Such a bummer!

Rethinking the problem

Potential solutions that I did NOT try because I don’t have the supplies needed: adding rubbing alcohol in instead of water. Adding Elmer’s glue? Heating in a microwave? Blender?

What I learned:

  • Mod Podge, once separated, can’t be fixed.
  • To keep your Mod Podge from separating, make sure it’s in an airtight container.
  • And– just because you can’t fix something, doesn’t mean your time was wasted. Now I have an answer to my question, and I can help other people who might have the same question.

Have you ever tried to fix a bottle of Mod Podge that went all weird? What was your experience? Drop a comment below!

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  1. I appreciate your post on this (even if you didn’t find a solution) because all the googling I found was talking about hardening modge podge AFTER it is out of the container. I am in the same boat, old bottle of modge podge that has hardened inside the container – but not separated. Alas, I suppose I will have to buy a new bottle.

    1. Thanks so much for your nice comment, Emma! I’ve been thinking more about my gunked-up Mod Podge and I really think it must be something to do with the specialized ingredients. Homemade mod podge is just glue and water (and so maybe would be easier to de-clump), but real Mod Podge uses a specialized form of PVA glue that reacts differently. Unfortunately, it really does seem like once it gunks up it’s just not fixable.

  2. Mine did the same thing! Mine’s all goopy and feels like sticky slime 🙁 I’ve had it for years… I’ve used it a lot in the past, yet there’s still so much more in the container. I guess I’ll have to buy some more.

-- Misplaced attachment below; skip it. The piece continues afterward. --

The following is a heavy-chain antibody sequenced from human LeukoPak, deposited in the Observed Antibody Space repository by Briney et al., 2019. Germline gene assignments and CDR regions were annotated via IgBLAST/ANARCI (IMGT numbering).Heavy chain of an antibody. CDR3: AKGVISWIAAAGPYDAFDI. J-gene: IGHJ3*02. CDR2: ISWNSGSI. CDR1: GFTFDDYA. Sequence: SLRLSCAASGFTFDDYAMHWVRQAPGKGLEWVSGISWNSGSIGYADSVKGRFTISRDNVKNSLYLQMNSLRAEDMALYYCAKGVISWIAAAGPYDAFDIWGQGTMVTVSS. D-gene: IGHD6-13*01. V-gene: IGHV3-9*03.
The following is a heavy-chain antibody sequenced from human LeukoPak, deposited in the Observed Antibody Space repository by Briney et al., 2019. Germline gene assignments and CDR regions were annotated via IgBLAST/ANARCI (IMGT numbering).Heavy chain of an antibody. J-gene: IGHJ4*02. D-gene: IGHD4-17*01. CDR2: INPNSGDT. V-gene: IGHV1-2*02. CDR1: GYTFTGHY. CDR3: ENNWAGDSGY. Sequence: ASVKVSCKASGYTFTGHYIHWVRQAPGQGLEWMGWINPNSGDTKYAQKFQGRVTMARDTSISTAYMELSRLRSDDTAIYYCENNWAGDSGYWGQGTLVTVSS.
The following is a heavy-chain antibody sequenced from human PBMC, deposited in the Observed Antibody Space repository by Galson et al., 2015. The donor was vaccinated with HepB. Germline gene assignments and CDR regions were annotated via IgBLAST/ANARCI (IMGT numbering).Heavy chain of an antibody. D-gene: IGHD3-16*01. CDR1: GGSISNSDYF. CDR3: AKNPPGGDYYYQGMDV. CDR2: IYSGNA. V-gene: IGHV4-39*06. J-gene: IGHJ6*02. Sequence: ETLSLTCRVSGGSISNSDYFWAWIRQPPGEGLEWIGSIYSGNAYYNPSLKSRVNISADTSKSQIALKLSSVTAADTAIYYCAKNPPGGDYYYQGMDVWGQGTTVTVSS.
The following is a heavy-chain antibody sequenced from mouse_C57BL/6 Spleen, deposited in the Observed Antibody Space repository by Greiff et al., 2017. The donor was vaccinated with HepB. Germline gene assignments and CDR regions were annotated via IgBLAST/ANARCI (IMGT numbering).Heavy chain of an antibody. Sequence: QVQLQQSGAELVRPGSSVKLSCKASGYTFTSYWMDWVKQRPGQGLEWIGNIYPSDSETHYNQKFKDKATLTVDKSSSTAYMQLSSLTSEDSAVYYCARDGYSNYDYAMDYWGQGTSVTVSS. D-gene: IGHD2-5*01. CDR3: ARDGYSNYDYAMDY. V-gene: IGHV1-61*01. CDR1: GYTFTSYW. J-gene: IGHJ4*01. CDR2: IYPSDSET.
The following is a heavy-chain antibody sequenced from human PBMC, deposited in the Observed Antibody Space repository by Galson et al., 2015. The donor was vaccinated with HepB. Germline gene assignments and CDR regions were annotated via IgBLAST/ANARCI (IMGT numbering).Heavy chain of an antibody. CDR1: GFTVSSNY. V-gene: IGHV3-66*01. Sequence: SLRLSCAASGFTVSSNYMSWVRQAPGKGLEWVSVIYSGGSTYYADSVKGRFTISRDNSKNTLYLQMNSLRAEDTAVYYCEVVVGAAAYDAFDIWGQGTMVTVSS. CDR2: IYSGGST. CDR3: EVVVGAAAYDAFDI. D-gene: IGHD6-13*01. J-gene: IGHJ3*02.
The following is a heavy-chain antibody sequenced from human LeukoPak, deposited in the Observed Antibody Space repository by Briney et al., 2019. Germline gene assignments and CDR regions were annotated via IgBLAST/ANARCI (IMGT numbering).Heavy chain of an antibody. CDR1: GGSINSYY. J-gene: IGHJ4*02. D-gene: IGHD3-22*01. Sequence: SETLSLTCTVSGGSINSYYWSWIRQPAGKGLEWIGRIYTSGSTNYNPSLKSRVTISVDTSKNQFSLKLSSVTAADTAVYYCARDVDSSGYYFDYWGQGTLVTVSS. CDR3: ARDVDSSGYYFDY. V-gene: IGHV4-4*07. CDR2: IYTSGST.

3. Thanks so much. I have the same problem, I think temperature fluctuations were the culprit in my case, I haven’t fully moved into my craft room & I left the jar near a window throughout the South Australian summer. There was cause for hope as a dry-ish membrane formed around the product almost like a placenta. When I managed to peel that away, the product was jelly-like, but easily mashed with a palette knife & the liquid vanished. Perhaps I’ll try some alcohol or diluting it while it’s still warm. If it’s going to landfill anyway, I might as well experiment before I buy a new one.

  4. I had one little project and didn’t want to buy a new one but same problem but I tried a stick blender and hot water and that made it workable. First I added hot water to the goo itself because it seemed like part of the issue was that it was drying out. Then I ran a stick blender through it and kept blending and adding really hot water until it reached the right consistency. **My stick blender did not like this at all!!!! It jammed a few times but after I rinsed it off it would work again. There were still some little lumps but I think a more powerful blender would have done the trick. So it worked! But I won’t keep it again because after sitting it started to separate again. Conclusion: you can make it work in a pinch but you’ll get one more use and then it’s really done for good. Thanks for the post!